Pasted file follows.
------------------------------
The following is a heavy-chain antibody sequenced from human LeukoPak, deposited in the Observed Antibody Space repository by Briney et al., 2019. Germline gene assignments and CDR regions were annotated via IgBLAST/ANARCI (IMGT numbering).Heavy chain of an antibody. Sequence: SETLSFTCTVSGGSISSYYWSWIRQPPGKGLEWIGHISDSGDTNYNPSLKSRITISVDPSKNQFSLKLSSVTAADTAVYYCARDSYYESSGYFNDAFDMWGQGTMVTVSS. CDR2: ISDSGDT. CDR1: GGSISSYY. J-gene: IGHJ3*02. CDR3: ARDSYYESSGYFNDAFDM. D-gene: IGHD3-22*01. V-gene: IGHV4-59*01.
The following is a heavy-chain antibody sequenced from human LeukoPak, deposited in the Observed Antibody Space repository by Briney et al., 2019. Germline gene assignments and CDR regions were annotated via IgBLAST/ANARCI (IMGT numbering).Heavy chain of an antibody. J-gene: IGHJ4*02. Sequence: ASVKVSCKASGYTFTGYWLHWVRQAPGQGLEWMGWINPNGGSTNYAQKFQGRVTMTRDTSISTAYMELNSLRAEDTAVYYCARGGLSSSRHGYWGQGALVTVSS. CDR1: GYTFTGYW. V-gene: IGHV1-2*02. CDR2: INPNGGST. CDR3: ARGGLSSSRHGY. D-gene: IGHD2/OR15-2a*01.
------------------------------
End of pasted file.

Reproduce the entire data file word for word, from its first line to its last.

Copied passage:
The following is a heavy-chain antibody sequenced from human LeukoPak, deposited in the Observed Antibody Space repository by Briney et al., 2019. Germline gene assignments and CDR regions were annotated via IgBLAST/ANARCI (IMGT numbering).Heavy chain of an antibody. Sequence: SETLSFTCTVSGGSISSYYWSWIRQPPGKGLEWIGHISDSGDTNYNPSLKSRITISVDPSKNQFSLKLSSVTAADTAVYYCARDSYYESSGYFNDAFDMWGQGTMVTVSS. CDR2: ISDSGDT. CDR1: GGSISSYY. J-gene: IGHJ3*02. CDR3: ARDSYYESSGYFNDAFDM. D-gene: IGHD3-22*01. V-gene: IGHV4-59*01.
The following is a heavy-chain antibody sequenced from human LeukoPak, deposited in the Observed Antibody Space repository by Briney et al., 2019. Germline gene assignments and CDR regions were annotated via IgBLAST/ANARCI (IMGT numbering).Heavy chain of an antibody. J-gene: IGHJ4*02. Sequence: ASVKVSCKASGYTFTGYWLHWVRQAPGQGLEWMGWINPNGGSTNYAQKFQGRVTMTRDTSISTAYMELNSLRAEDTAVYYCARGGLSSSRHGYWGQGALVTVSS. CDR1: GYTFTGYW. V-gene: IGHV1-2*02. CDR2: INPNGGST. CDR3: ARGGLSSSRHGY. D-gene: IGHD2/OR15-2a*01.